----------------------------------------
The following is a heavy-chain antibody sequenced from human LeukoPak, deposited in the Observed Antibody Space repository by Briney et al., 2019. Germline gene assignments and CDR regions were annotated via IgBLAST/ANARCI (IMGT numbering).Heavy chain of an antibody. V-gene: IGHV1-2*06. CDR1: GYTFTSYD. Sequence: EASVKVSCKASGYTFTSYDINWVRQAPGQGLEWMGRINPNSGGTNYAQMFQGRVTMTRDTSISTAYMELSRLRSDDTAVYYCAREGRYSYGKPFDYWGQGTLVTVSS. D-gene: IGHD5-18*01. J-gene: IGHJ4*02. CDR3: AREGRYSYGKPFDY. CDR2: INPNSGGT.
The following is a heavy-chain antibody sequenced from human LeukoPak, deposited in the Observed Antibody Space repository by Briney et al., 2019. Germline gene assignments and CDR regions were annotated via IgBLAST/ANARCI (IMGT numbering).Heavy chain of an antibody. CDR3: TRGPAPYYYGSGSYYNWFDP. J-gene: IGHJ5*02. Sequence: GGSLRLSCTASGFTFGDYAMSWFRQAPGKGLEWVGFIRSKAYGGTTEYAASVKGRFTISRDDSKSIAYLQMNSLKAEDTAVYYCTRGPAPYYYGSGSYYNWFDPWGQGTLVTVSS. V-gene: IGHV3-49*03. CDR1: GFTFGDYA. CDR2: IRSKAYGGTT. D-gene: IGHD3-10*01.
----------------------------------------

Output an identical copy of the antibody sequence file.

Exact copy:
The following is a heavy-chain antibody sequenced from human LeukoPak, deposited in the Observed Antibody Space repository by Briney et al., 2019. Germline gene assignments and CDR regions were annotated via IgBLAST/ANARCI (IMGT numbering).Heavy chain of an antibody. V-gene: IGHV1-2*06. CDR1: GYTFTSYD. Sequence: EASVKVSCKASGYTFTSYDINWVRQAPGQGLEWMGRINPNSGGTNYAQMFQGRVTMTRDTSISTAYMELSRLRSDDTAVYYCAREGRYSYGKPFDYWGQGTLVTVSS. D-gene: IGHD5-18*01. J-gene: IGHJ4*02. CDR3: AREGRYSYGKPFDY. CDR2: INPNSGGT.
The following is a heavy-chain antibody sequenced from human LeukoPak, deposited in the Observed Antibody Space repository by Briney et al., 2019. Germline gene assignments and CDR regions were annotated via IgBLAST/ANARCI (IMGT numbering).Heavy chain of an antibody. CDR3: TRGPAPYYYGSGSYYNWFDP. J-gene: IGHJ5*02. Sequence: GGSLRLSCTASGFTFGDYAMSWFRQAPGKGLEWVGFIRSKAYGGTTEYAASVKGRFTISRDDSKSIAYLQMNSLKAEDTAVYYCTRGPAPYYYGSGSYYNWFDPWGQGTLVTVSS. V-gene: IGHV3-49*03. CDR1: GFTFGDYA. CDR2: IRSKAYGGTT. D-gene: IGHD3-10*01.